Launched on Friday, BlenderBot is a prototype of Meta’s conversational AI, which, according to Facebook’s parent company, can converse on nearly any topic. On the demo website, members of the public are invited to chat with the tool and share feedback with developers. The results thus far, writers at Buzzfeed and Vice have pointed out, have been rather interesting.

Asked about Mark Zuckerberg, the bot told BuzzFeed’s Max Woolf that “he is a good businessman, but his business practices are not always ethical. It is funny that he has all this money and still wears the same clothes!”

The bot has also made clear that it’s not a Facebook user, telling Vice’s Janus Rose that it had deleted its account after learning about the company’s privacy scandals. “Since deleting Facebook my life has been much better,” it said.

The bot repeats material it finds on the internet, and it’s very transparent about this: you can click on its responses to learn where it picked up whatever claims it is making (though it is not always specific).

This means that along with uncomfortable truths about its parent company, BlenderBot has been spouting predictable falsehoods. In conversation with Jeff Horwitz of the Wall Street Journal, it insisted Donald Trump was still president and would continue to be “even after his second term ends in 2024”. (It added another dig at Meta, saying Facebook “has a lot of fake news on it these days”.) Users have also recorded it making antisemitic claims.

BlenderBot’s remarks were foreseeable based on the behavior of older chatbots such as Microsoft’s Tay, which Twitter users quickly taught to be a racist conspiracy theorist, forcing the company to apologize for its “wildly inappropriate and reprehensible words and images”. GPT-3, another AI system, has also delivered racist, misogynist and homophobic remarks. A South Korean startup’s chatbot, designed to resemble a 20-year-old college student, had to be suspended after it rattled off racial slurs and anti-LGBTQ+ remarks.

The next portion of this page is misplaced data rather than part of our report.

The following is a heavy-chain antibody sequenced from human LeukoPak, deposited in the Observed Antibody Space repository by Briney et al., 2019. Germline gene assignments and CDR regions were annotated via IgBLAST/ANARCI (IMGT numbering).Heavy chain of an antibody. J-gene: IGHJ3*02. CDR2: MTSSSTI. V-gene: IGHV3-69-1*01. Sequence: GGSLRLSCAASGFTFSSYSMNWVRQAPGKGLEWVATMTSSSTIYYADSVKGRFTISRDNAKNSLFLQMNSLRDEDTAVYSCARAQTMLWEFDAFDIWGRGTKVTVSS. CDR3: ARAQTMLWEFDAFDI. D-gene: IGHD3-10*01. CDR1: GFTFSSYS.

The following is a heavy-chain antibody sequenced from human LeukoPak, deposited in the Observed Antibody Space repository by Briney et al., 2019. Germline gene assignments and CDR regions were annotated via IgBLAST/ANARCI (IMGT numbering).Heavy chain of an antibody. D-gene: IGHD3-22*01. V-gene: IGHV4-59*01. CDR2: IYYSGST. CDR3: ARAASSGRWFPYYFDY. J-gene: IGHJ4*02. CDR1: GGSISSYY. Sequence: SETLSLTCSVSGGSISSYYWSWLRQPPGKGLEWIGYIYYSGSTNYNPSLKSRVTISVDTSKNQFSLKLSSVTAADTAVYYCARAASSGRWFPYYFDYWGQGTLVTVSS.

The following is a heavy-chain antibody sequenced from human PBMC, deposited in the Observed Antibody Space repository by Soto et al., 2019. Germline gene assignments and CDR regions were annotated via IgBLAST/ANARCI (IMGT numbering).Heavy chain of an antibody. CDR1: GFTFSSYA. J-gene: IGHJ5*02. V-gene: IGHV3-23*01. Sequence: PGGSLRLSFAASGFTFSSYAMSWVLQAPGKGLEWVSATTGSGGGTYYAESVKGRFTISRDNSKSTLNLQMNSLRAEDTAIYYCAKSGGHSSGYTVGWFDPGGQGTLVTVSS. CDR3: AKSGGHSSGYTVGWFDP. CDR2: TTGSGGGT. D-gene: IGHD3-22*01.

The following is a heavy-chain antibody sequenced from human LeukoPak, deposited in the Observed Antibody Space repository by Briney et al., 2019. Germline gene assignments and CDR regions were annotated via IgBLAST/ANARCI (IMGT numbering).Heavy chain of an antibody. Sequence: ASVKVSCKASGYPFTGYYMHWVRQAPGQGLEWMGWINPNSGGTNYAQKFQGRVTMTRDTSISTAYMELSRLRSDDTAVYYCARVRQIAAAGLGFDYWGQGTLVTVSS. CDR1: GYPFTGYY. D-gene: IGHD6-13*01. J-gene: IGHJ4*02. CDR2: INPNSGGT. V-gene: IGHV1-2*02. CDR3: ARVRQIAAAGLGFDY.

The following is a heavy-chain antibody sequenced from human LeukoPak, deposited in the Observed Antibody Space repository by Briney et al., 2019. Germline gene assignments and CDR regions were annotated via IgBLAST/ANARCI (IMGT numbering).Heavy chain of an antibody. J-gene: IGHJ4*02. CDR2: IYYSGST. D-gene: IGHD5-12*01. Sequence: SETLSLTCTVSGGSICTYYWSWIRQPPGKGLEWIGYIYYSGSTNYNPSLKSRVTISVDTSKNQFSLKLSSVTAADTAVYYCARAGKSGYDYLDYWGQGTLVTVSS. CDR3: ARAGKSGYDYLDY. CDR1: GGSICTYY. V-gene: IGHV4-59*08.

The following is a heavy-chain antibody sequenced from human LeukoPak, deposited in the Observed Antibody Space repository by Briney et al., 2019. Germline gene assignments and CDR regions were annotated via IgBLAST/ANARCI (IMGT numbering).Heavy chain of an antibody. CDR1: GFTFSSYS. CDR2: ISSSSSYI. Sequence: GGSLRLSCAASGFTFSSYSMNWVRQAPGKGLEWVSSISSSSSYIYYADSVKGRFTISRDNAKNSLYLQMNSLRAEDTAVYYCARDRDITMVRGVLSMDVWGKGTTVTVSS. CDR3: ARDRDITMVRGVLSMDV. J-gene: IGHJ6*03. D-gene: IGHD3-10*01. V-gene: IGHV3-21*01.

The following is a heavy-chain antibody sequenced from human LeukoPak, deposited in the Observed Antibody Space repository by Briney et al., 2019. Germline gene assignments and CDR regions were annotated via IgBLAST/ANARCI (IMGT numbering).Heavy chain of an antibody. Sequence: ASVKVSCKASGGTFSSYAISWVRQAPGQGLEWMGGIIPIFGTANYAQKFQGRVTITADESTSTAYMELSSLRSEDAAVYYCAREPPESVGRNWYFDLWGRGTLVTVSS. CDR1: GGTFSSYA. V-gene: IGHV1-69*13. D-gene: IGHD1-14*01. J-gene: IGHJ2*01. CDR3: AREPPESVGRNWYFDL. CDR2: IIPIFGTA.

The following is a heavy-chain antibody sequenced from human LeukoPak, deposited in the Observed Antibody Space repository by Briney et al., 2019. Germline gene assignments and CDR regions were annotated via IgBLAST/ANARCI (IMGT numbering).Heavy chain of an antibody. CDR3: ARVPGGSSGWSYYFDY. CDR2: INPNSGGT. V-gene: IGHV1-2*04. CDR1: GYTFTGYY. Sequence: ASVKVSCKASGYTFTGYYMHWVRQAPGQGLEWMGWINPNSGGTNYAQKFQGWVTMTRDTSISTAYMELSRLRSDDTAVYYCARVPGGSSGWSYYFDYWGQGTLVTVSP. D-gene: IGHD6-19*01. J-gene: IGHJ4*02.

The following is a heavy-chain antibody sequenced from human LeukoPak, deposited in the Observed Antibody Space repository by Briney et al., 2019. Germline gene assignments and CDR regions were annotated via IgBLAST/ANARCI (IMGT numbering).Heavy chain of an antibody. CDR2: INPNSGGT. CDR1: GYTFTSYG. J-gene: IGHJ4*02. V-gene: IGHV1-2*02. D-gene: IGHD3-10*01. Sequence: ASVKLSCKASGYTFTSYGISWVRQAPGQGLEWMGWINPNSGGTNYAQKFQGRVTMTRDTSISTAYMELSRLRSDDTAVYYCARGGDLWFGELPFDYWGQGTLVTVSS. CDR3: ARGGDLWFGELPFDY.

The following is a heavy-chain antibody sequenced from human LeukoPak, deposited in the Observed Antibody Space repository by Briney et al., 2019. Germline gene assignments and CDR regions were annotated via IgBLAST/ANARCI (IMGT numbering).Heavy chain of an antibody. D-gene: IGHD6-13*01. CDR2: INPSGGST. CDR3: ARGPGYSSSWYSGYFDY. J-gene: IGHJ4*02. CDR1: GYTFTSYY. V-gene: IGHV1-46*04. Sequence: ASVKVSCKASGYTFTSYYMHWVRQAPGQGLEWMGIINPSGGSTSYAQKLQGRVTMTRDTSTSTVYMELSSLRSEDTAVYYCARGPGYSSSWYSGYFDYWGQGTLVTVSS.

Given the cesspool that is the internet, Meta appears to have expected similar things from its own service. Before logging on, users must acknowledge that BlenderBot is “likely to make untrue or offensive statements”. As Vice notes, Meta researchers have described the AI tech behind the bot as having “a high propensity to generate toxic language and reinforce harmful stereotypes, even when provided with a relatively innocuous prompt”.

“Everyone who uses Blender Bot is required to acknowledge they understand it’s for research and entertainment purposes only, that it can make untrue or offensive statements, and that they agree to not intentionally trigger the bot to make offensive statements,” said a Meta spokesperson in a statement.

My own conversation with BlenderBot did not veer into that territory, but it did highlight another flaw in the service: its utter inanity.

The bot began by asking me what subject I liked in school. The bot is open about which “persona” it is using in the conversation; our discussion involved a persona it described as “I like to read. I went to college.” When I asked it tough questions, such as which colleges accepted AI bot students, it offered nonsensical replies (“in some ways, aren’t we all chatbots?” No) and offered further reading by saying, “Here’s the link”, without providing a link. It also kept steering the conversation back to chatbots.